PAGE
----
The split result is: Now let's take a look at the Java code that completes this task. First, you create two regular expression strings and compile them into pattern objects using Perl5compiler. When compiling a regular expression, specify the Perl5compiler.case_insensitive_mask option so that the matching operation is case-insensitive. Next, create a Perl5matcher object that performs the matching operation. Suppose you have a variable HTML of type string that represents a line of content in an HTML file. If the HTML string contains a font tag, the match returns True. At this point, you can get the first group with the Matchresult object returned by the matching object, which contains all the properties of the font: Next, create a Patternmatcherinput object. This object allows you to continue the matching operation from the last match, so it is appropriate to extract the name-value pairs of the attributes within the font tag. Creates a Patternmatcherinput object, passing in a parameter to the string to be matched. Then, the properties of each font are extracted with a matching instance. This is done repeatedly by calling the Patternmatcher object's contains () method by specifying the Patternmatcherinput object (rather than a string object) as a parameter. Each iteration of the Patternmatcherinput object moves its internal pointer forward, and the next detection begins after the previous match. The output of this example is as follows: 3.3 HTML processing Instance two let's look at another example that handles HTML. This time, we assume that the Web server moved from to Now you want to modify the links in some pages: the regular expression that executes the search is shown in Figure 13:

Figure 13: The link before the modification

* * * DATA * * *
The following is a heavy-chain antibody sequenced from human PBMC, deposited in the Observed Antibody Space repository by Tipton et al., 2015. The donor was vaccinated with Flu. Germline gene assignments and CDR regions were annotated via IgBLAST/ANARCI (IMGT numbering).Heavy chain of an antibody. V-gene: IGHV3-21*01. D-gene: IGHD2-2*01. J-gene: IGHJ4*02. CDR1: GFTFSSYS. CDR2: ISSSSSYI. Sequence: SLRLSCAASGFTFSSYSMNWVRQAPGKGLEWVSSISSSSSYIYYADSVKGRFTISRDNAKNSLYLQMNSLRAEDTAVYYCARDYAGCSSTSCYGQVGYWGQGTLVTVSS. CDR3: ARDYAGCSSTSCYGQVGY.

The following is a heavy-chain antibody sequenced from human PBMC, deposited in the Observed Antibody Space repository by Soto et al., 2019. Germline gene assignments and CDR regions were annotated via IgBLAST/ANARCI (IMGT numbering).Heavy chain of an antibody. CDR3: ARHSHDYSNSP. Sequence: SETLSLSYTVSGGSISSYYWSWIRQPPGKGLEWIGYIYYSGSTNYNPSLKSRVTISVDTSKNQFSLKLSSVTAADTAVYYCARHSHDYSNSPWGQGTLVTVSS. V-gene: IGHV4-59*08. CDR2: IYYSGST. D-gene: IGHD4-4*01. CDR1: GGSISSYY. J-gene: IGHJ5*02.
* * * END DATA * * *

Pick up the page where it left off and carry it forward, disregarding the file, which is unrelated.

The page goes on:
If you can match this regular expression, you can replace the link in Figure 13 with the following: Note that the # character is followed by $. Perl Regular expression syntax uses $, $, and so on to represent groups that have been matched and extracted. The expression in Figure 13 attaches all content that is matched and extracted as a group to the back of the link. Now, return to Java. As we have done before, you must create a test string, create the object necessary to compile the regular expression into the pattern object, and create a Patternmatcher object: Next, Replace with the substitute () static method of the Com.oroinc.text.regex package Util class, the output result string: The syntax of the Util.substitute () method is as follows: The first two parameters of this call are previously created Patternmatcher and pattern objects. The third parameter is a Substiution object that determines how the substitution operation is performed. This example uses the Perl5substitution object, which is capable of Perl5-style substitutions. The fourth parameter is the string that you want to replace, and the last parameter allows you to specify whether to replace all matching substrings (util.substitute_all) of the pattern, or to replace only the specified number of times. "Closing" In this article, I introduced you to the powerful features of regular expressions. Regular expressions can play a significant role in string extraction and text modification as long as they are correctly applied. In addition, I also described how to use regular expressions in Java programs through the Jakarta-oro library. It's up to you to decide whether to end up with old-fashioned string processing (using Stringtokenizer,charat, and substring) or regular expressions.